Wenz, Andrea Beth. “Bernardino Ochino of Siena: The Composition of the Italian Reformation at Home and Abroad”, PhD, Boston College, 2017. http://hdl.handle.net/2345/bc-ir:107342.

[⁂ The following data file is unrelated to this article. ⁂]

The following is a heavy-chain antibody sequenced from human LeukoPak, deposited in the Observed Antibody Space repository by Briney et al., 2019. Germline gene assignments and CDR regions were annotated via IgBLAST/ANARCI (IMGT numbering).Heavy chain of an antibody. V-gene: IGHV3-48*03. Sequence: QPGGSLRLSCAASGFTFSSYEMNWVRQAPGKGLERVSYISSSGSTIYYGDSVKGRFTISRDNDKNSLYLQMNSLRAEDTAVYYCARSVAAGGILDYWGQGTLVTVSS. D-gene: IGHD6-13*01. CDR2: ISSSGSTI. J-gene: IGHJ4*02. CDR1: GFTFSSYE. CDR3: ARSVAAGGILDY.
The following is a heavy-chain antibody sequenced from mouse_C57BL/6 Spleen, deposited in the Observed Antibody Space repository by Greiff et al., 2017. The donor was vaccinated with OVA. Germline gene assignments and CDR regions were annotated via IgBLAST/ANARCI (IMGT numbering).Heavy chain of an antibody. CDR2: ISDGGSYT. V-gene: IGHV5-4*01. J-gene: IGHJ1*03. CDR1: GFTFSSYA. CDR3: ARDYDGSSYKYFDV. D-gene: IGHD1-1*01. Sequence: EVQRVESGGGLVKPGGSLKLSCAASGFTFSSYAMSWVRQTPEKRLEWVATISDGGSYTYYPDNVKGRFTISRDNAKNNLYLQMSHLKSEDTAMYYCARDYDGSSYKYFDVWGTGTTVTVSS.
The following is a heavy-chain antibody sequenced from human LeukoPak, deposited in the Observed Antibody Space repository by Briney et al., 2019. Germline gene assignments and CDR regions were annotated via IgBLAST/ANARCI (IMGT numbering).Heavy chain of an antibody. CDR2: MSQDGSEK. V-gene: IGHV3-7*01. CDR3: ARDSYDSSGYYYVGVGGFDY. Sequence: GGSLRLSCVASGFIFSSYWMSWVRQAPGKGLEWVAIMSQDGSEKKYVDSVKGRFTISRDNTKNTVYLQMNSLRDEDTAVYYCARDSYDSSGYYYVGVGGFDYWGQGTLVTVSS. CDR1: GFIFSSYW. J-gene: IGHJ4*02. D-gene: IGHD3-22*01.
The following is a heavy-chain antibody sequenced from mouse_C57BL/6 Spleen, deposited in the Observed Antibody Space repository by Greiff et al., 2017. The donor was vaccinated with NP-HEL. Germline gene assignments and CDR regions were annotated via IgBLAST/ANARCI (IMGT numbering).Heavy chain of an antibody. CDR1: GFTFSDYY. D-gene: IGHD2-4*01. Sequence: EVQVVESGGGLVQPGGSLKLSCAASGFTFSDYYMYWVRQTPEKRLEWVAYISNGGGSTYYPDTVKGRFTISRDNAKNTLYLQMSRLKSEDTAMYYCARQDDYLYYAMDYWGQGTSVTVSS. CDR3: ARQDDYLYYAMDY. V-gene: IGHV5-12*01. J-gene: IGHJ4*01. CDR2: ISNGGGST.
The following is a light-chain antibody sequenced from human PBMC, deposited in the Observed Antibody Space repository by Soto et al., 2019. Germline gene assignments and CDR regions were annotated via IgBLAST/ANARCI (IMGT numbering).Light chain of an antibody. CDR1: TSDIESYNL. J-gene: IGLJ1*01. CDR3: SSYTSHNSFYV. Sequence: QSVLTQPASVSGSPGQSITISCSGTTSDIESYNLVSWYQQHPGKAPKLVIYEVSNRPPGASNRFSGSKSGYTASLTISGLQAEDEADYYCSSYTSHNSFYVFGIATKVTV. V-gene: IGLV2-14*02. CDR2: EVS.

Bernardino Ochino (1487-1564) has long been a misinterpreted historical figure. Even to specialists Ochino’s Siena is less well-known than Luther’s Wittenburg or Calvin’s Geneva. A once-famous Capuchin preacher turned “heretic,” Ochino was forced into exile in 1542 upon the re-establishment of the Roman Inquisition. Ochino’s life has often been defined in terms of success and failure, his exile as a personal tragedy, and his theological ideas as unclassifiable. An examination of some of his most important letters as well as a selection of his sermons, dialogues, and his catechism, however, illustrate that Ochino’s exile actually provided him with opportunities that allowed him to become the teacher of Italian reformed thought to his followers in Italy and throughout Europe. This was made possible largely by his now unimpeded access to the printing press, the medium to which he resorted after his preaching was silenced. From his state of exile he, quite literally, helped to compose the Italian Reformation and his story speaks to the growing interest among historians in conceptualizing exile and mobility as preconditions of religious transformation and the international Reformation. Ochino’s corpus of works reveals a man intimately engaged with the Protestant Reformation throughout Europe. His writings betray the influence of Luther and Calvin, while maintaining a certain Italian “anti-dogmatism” that historians have long recognized in Ochino’s work and in the Italian Reformation more broadly. Ochino’s eclecticism is a reminder that the Italian Reformation must be appreciated in its own right, as a crucial element of the international Reformation and not simply as a catalyst for the Counter or Catholic Reformation, as it is often portrayed. Ochino’s works—printed abroad and frequently transported clandestinely back to Italy—reveal the existence of a community of men and women who hoped to be agents of religious reform, not simply heretics who hoped to avoid the gaze of the Inquisition. Theirs was a religion that begged to be lived, not one that was meant to be hidden. Ochino was their leader.